Exclusive
Visual Studio

Introduction to Programming With Microsoft Visual Basic 6 (VB)
(Microsoft Training Course: 1587) - 5 days - £2640 exc VAT



> Target Audience
THIS COURSE HAS NOW RETIRED. PLEASE SEE THE SUPPLEMENTARY INFORMATION FOR DETAILS OF ALTERNATIVE COURSES.
This course provides an introduction to programming for students with little or no prior programming experience. Through this course, students will gain a strong, accessible, hands-on foundation in the language skills needed to develop Microsoft Visual Basic business applications.
NOTE: THIS COURSE IS NOT NORMALLY SCHEDULED AS COURSE 'Mastering Visual Basic Fundamentals (1303)' COVERS SIMILAR MATERIAL AND ENABLES STUDENTS TO PROGRESS TO THE OTHER TWO MORE ADVANCED VB 6 COURSES - 1013 AND 1016
> Course outline
  1. Overview
  2. Application Development
  3. Designing Program Logic
  4. Programming Syntax
  5. Procedures and Modules
  6. Data Storage
  7. Advanced Data Storage
  8. Operators
  9. Decision-Making Constructs
  10. Looping Constructs
  11. Adding a User Interface to an Application
  12. COM Programming
  13. Windows NT Services
  14. Performance Measurement Tools for Win32-based Applications

Supplementary InformationThis course has now retired and is no longer available. We suggest you look at Course [[{http://www.F1Comp.Co.UK/computer_training/Microsoft_Training_Courses/Visual-Studio-2005/4994.aspx}4994: Introduction to Programming Microsoft .NET Framework Applications with Microsoft Visual Studio 2005]].
Module 1: Overview
  • Software Applications
  • Components of an Application
Skills
  • Define the term “software application.”
  • Briefly describe the purpose of some common computer applications, such as device drivers, data-analysis applications, games, office productivity tools, utilities, and multimedia applications.
  • List the components of an application and explain the function of user interface, code, data, and algorithms
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Module 2: Application Development
  • Approaches to Application Development
  • The Development Process
  • Defining the Problem
  • Designing the Application
  • Writing the Solution Code
  • Refining the Design
Skills
  • Briefly describe some approaches to application development, including chaotic, structured, modular, and object-based approaches.
  • Explain the process of software development.
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Module 3: Designing Program Logic
  • Program Logic Design Tools
  • Designing Program Logic
  • Modularizing Functionality
  • Program Flow
  • Lab: Creating a Windows application
Skills
  • Briefly describe some of the tools used to design program logic.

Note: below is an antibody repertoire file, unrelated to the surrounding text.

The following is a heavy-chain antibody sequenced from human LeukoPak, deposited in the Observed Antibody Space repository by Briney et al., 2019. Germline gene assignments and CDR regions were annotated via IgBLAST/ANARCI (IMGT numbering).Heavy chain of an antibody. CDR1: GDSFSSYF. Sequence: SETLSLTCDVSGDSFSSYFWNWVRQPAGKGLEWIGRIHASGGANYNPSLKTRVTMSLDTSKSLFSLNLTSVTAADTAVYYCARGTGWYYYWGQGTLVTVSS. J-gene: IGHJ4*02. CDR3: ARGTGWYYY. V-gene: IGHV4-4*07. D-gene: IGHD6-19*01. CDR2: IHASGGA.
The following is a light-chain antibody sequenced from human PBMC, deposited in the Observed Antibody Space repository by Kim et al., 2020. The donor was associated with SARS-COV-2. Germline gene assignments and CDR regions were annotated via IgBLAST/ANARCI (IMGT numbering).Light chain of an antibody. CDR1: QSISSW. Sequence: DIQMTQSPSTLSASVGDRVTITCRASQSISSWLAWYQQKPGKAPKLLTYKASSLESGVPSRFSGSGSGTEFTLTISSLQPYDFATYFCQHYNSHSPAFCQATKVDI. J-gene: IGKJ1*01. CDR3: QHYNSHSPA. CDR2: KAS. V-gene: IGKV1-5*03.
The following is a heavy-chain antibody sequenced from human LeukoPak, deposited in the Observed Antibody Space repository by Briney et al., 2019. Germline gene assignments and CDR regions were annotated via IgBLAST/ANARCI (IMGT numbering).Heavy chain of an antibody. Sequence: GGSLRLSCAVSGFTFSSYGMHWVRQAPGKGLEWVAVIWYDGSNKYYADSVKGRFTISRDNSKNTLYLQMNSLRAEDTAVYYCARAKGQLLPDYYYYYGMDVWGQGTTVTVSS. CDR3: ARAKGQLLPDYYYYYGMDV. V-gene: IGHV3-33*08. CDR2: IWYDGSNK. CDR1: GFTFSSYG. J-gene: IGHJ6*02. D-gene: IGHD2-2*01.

• Use flowcharting to design a solution to a problem.
  • Design a simple input/output algorithm.
  • Design a simple decision-making algorithm.
  • Design a simple looping algorithm.
  • Briefly describe the advantages of modularizing functionality.
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Module 4: Programming Syntax
  • Keywords and Constants
  • Operators
  • Intrinsic Statements and Functions
  • Documenting Your Code
  • Using the Immediate Window
  • Lab: Hello World
Skills
  • Identify Visual Basic keywords and constants, and describe their usage.
  • Use operators to perform mathematical operations, value comparisons, string concatenations, and logical operations.
  • Use Visual Basic intrinsic statements and functions to perform actions.
  • Display messages to your users with a dialog box by using the MsgBox statement.
  • Identify and correct syntax errors in code.
  • Find Help files while programming by using context-sensitive Help.
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Module 5: Procedures and Modules
  • Procedures
  • Modules
Skills
  • Differentiate between a subroutine and a function.
  • Differentiate between a general subroutine and an event subroutine.
  • Define and create a module.
  • Create a subroutine.
  • Call a subroutine from the Immediate window.
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Module 6: Data Storage
  • Types of Storage
  • Variables
  • Data Types
  • Objects
  • Using Variables
  • Constants
  • Lab: Accepting and Displaying Data
Skills
  • Differentiate between temporary and permanent storage.
  • List types of permanent storage.
  • Define a variable.
  • Identify different data types.
  • Define an object.
  • Declare a constant.
  • Populate a variable by using an InputBox function.
  • Define NULL.
  • Differentiate between implicit and explicit variable declarations.
  • Assign values to variables.
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Module 7: Advanced Data Storage
  • Arrays
  • Scope and Lifetime
  • Parameters and Return Values
  • Data Type Validation
  • Practice: Identifying Data Types and Scope
Skills